Pressure mounting for UNIQLO to pay Indonesian workers compensation

Following the actions on International Women's Day in Hong Kong, two Indonesian unions protested at the Japanese Embassy in Jakarta on Thursday, March 23, 2017 at 10.00 A.M. They demand justice for workers at the shuttered factory PT Jaba Garmindo in Indonesia, which supplied Japanese retailer Uniqlo.

The Indonesian factory closed without providing workers with US$10.8 million in legally required compensation. PT Jaba Garmindo entered bankruptcy in April 2015 without providing final wages and severance benefits to 4,000 workers at multiple locations. 

Join the letter petition, and our demand that UNIQLO provide substantial financial contribution for workers of PT Jaba Garmindo. In addition, UNIQLO must commit to paying a living wage to workers across the supply chain and guarantee that workers in UNIQLO supplier factories have the right to safely organise. 

The actions are supported by Clean Clothes Campaign, War on Want, People and Planet, SACOM, Globalization Monitor and Yokohama Action Research. Last week protests took place in Japan, targeting UNIQLO stores. 

As this report details, the buyers have, to date, refused to make the workers whole. Failure to provide legally required severance pay is a very common form of wage theft in the garment industry; owners often simply abandon factories, leaving the country without making any arrangement for workers’ severance or payment to other creditors. Over the past five years, an increasing number of international apparel brands have taken responsibility for ensuring that these workers are paid, often by directly providing funds to workers.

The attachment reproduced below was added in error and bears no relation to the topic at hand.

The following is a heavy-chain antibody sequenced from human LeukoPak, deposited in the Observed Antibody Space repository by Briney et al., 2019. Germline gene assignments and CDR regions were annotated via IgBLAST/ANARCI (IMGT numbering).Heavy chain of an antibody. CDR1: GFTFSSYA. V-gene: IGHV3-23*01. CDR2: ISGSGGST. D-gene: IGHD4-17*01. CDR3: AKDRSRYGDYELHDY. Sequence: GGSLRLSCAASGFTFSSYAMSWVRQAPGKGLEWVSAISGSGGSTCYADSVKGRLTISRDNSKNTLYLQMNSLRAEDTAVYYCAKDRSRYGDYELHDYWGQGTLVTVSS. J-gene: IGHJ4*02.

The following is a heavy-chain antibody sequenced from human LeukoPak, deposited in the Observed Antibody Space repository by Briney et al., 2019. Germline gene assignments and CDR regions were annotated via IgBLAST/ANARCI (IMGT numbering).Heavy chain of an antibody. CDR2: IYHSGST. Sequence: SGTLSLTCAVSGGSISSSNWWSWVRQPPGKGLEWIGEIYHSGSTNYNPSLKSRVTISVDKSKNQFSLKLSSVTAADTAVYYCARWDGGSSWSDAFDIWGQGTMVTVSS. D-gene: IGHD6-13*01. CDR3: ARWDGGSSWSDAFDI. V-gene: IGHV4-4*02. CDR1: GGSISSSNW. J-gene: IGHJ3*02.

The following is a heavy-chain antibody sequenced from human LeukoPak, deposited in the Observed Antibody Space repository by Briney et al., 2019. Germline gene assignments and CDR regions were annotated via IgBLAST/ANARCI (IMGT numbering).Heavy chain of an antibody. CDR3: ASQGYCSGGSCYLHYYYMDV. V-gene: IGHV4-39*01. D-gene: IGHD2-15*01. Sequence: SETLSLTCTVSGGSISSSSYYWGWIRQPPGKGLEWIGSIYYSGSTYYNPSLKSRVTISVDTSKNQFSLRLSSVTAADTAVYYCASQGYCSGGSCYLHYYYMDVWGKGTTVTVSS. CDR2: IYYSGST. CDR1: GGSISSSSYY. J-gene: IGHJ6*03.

Over the past decade, student and consumer pressure has successfully pushed international apparel brands to take responsibility for funds denied workers when their factories close. In a landmark case in 2013, after significant pressure from the CCC network, United Students Against Sweatshops, U.S. universities and SumOfUs, adidas directly compensated workers for legally required severance owed by a supplier factory in Indonesia. Since then, in response to demands by workers and international advocacy organizations, Disney, Fruit of the Loom, Hanesbrands, adidas, Nike, H&M, and Walmart have either directly compensated workers denied severance or required their supply chain partners to do so in Honduras, El Salvador, Indonesia, and Cambodia.  

UNIQLO, your supplier - your responsibility!